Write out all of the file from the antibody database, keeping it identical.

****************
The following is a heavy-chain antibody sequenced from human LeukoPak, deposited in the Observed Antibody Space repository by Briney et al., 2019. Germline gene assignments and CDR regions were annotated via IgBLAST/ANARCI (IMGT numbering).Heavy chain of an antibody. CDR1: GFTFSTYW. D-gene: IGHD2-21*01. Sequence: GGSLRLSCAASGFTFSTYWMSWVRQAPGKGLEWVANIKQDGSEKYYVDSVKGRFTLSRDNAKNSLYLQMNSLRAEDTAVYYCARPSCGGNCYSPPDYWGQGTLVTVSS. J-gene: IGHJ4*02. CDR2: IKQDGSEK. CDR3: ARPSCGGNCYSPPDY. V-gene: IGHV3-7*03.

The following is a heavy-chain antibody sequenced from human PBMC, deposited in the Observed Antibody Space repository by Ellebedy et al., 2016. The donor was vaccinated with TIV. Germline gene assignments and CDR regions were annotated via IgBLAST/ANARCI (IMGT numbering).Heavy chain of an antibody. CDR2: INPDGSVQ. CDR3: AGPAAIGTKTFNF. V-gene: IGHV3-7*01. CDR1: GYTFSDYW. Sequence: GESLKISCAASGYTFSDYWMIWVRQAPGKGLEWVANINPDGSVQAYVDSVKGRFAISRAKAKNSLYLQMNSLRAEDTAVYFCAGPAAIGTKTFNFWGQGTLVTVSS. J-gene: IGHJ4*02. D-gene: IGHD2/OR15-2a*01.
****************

The following is a heavy-chain antibody sequenced from human LeukoPak, deposited in the Observed Antibody Space repository by Briney et al., 2019. Germline gene assignments and CDR regions were annotated via IgBLAST/ANARCI (IMGT numbering).Heavy chain of an antibody. CDR1: GFTFSTYW. D-gene: IGHD2-21*01. Sequence: GGSLRLSCAASGFTFSTYWMSWVRQAPGKGLEWVANIKQDGSEKYYVDSVKGRFTLSRDNAKNSLYLQMNSLRAEDTAVYYCARPSCGGNCYSPPDYWGQGTLVTVSS. J-gene: IGHJ4*02. CDR2: IKQDGSEK. CDR3: ARPSCGGNCYSPPDY. V-gene: IGHV3-7*03.

The following is a heavy-chain antibody sequenced from human PBMC, deposited in the Observed Antibody Space repository by Ellebedy et al., 2016. The donor was vaccinated with TIV. Germline gene assignments and CDR regions were annotated via IgBLAST/ANARCI (IMGT numbering).Heavy chain of an antibody. CDR2: INPDGSVQ. CDR3: AGPAAIGTKTFNF. V-gene: IGHV3-7*01. CDR1: GYTFSDYW. Sequence: GESLKISCAASGYTFSDYWMIWVRQAPGKGLEWVANINPDGSVQAYVDSVKGRFAISRAKAKNSLYLQMNSLRAEDTAVYFCAGPAAIGTKTFNFWGQGTLVTVSS. J-gene: IGHJ4*02. D-gene: IGHD2/OR15-2a*01.